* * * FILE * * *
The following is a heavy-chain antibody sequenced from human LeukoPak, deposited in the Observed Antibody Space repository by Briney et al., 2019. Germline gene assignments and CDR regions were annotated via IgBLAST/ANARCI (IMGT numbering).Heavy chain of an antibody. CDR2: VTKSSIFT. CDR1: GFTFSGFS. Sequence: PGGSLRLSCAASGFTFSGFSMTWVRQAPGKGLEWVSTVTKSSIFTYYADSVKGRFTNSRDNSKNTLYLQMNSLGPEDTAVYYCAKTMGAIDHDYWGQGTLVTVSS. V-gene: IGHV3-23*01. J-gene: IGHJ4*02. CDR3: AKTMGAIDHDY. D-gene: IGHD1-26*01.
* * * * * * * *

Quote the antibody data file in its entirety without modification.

The following is a heavy-chain antibody sequenced from human LeukoPak, deposited in the Observed Antibody Space repository by Briney et al., 2019. Germline gene assignments and CDR regions were annotated via IgBLAST/ANARCI (IMGT numbering).Heavy chain of an antibody. CDR2: VTKSSIFT. CDR1: GFTFSGFS. Sequence: PGGSLRLSCAASGFTFSGFSMTWVRQAPGKGLEWVSTVTKSSIFTYYADSVKGRFTNSRDNSKNTLYLQMNSLGPEDTAVYYCAKTMGAIDHDYWGQGTLVTVSS. V-gene: IGHV3-23*01. J-gene: IGHJ4*02. CDR3: AKTMGAIDHDY. D-gene: IGHD1-26*01.